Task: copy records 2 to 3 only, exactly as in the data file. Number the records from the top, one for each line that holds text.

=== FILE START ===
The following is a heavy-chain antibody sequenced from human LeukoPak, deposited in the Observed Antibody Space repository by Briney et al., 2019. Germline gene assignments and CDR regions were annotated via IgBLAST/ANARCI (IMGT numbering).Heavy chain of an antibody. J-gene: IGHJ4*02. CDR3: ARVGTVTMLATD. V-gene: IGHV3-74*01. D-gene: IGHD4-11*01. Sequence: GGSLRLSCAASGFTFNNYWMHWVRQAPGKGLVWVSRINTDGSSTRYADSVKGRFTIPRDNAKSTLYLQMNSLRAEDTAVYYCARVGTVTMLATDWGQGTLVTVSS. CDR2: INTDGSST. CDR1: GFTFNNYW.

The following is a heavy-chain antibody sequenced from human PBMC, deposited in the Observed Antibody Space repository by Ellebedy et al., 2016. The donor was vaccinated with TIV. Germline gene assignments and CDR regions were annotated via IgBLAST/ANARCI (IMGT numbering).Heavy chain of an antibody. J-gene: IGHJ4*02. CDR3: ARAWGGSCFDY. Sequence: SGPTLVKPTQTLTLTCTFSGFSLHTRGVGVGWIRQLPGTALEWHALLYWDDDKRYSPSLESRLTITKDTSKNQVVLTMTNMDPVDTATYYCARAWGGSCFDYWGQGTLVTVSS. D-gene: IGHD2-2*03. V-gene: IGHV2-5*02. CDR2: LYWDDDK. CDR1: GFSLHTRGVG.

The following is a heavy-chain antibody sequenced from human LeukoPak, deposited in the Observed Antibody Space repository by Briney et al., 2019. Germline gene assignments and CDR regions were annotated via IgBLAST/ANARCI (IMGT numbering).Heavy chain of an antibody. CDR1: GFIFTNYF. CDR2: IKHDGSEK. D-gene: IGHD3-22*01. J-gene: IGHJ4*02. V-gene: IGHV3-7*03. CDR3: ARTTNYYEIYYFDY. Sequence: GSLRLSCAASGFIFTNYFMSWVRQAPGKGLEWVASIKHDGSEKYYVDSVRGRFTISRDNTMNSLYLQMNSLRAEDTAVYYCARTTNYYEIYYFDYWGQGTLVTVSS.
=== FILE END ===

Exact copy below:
The following is a heavy-chain antibody sequenced from human PBMC, deposited in the Observed Antibody Space repository by Ellebedy et al., 2016. The donor was vaccinated with TIV. Germline gene assignments and CDR regions were annotated via IgBLAST/ANARCI (IMGT numbering).Heavy chain of an antibody. J-gene: IGHJ4*02. CDR3: ARAWGGSCFDY. Sequence: SGPTLVKPTQTLTLTCTFSGFSLHTRGVGVGWIRQLPGTALEWHALLYWDDDKRYSPSLESRLTITKDTSKNQVVLTMTNMDPVDTATYYCARAWGGSCFDYWGQGTLVTVSS. D-gene: IGHD2-2*03. V-gene: IGHV2-5*02. CDR2: LYWDDDK. CDR1: GFSLHTRGVG.

The following is a heavy-chain antibody sequenced from human LeukoPak, deposited in the Observed Antibody Space repository by Briney et al., 2019. Germline gene assignments and CDR regions were annotated via IgBLAST/ANARCI (IMGT numbering).Heavy chain of an antibody. CDR1: GFIFTNYF. CDR2: IKHDGSEK. D-gene: IGHD3-22*01. J-gene: IGHJ4*02. V-gene: IGHV3-7*03. CDR3: ARTTNYYEIYYFDY. Sequence: GSLRLSCAASGFIFTNYFMSWVRQAPGKGLEWVASIKHDGSEKYYVDSVRGRFTISRDNTMNSLYLQMNSLRAEDTAVYYCARTTNYYEIYYFDYWGQGTLVTVSS.